0
Get Alert
Please Wait... Processing your request... Please Wait.
You must sign in to sign-up for alerts.

Please confirm that your email address is correct, so you can successfully receive this alert.

Brief Reports   |    
Effects of clozapine on positive and negative symptoms in outpatients with schizophrenia
Am J Psychiatry 1994;151:20-26.
text A A A
PDF of the full text article.
Abstract

OBJECTIVE: Clozapine is an atypical neuroleptic with superior efficacy in severely ill, treatment-resistant inpatients with schizophrenia. To determine if clozapine's differential efficacy generalizes to less ill, outpatients populations, the authors examined the effects of clozapine on positive and negative symptoms in outpatients with schizophrenia. METHOD: Outpatients with schizophrenia who had histories of partial response to conventional neuroleptics and who had not responded to a prospective 6-week trial of fluphenazine participated in a 10-week, double-blind, parallel-groups comparison of clozapine and haloperidol. Thirteen men and six women were given clozapine, and 15 men and five women were given haloperidol. Clinical response rates were determined and effects on primary versus secondary negative symptoms were addressed. Doses of clozapine and haloperidol at the end of the 10-week trial were 410.5 mg/day (SD = 45.8) and 24.8 mg/day (SD = 5.5), respectively. RESULTS: Clozapine was superior to haloperidol for treating positive symptoms. In addition, eight of the patients given clozapine and only one of the patients given haloperidol fulfilled clinical responder criteria. Clozapine was also superior to haloperidol for treating negative symptoms, although these effects were relatively minor. Negative symptoms were significantly affected in the subgroup of patients with nondeficit schizophrenia but not in the subgroup with deficit schizophrenia. Overall, clozapine was well tolerated. CONCLUSIONS: Clozapine has superior efficacy for treating positive symptoms in partially responsive outpatients with chronic schizophrenia, suggesting that it has utility for a broad spectrum of patients with schizophrenia beyond the most severely ill.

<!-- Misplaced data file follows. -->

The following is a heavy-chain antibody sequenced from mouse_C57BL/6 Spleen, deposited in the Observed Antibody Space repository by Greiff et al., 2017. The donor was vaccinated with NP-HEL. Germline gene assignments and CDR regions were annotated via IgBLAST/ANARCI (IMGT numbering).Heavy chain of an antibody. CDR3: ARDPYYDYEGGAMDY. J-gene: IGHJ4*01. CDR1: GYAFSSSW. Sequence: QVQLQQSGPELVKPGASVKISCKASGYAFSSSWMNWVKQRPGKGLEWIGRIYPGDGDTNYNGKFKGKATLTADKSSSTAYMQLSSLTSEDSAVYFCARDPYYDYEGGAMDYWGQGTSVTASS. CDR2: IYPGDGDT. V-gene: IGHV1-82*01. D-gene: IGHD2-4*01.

Abstract Teaser
Figures in this Article

Your Session has timed out. Please sign back in to continue.
Sign In Your Session has timed out. Please sign back in to continue.
Sign In to Access Full Content
 
Username
Password
Sign in via Athens (What is this?)
Athens is a service for single sign-on which enables access to all of an institution's subscriptions on- or off-site.
Not a subscriber?

Subscribe Now/Learn More

PsychiatryOnline subscription options offer access to the DSM-5 library, books, journals, CME, and patient resources. This all-in-one virtual library provides psychiatrists and mental health professionals with key resources for diagnosis, treatment, research, and professional development.

Need more help? PsychiatryOnline Customer Service may be reached by emailing PsychiatryOnline@psych.org or by calling 800-368-5777 (in the U.S.) or 703-907-7322 (outside the U.S.).

+

References

+
+

CME Activity

There is currently no quiz available for this resource. Please click here to go to the CME page to find another.
Submit a Comments
Please read the other comments before you post yours. Contributors must reveal any conflict of interest.
Comments are moderated and will appear on the site at the discertion of APA editorial staff.

* = Required Field
(if multiple authors, separate names by comma)
Example: John Doe



Web of Science® Times Cited: 303

Related Content
Articles
Books
Manual of Clinical Psychopharmacology, 7th Edition > Chapter 1.  >
Gabbard's Treatments of Psychiatric Disorders, 4th Edition > Chapter 20.  >
The American Psychiatric Publishing Textbook of Psychiatry, 5th Edition > Chapter 26.  >
The American Psychiatric Publishing Textbook of Psychiatry, 5th Edition > Chapter 26.  >
The American Psychiatric Publishing Textbook of Substance Abuse Treatment, 4th Edition > Chapter 38.  >
Topic Collections
Psychiatric News
APA Guidelines
PubMed Articles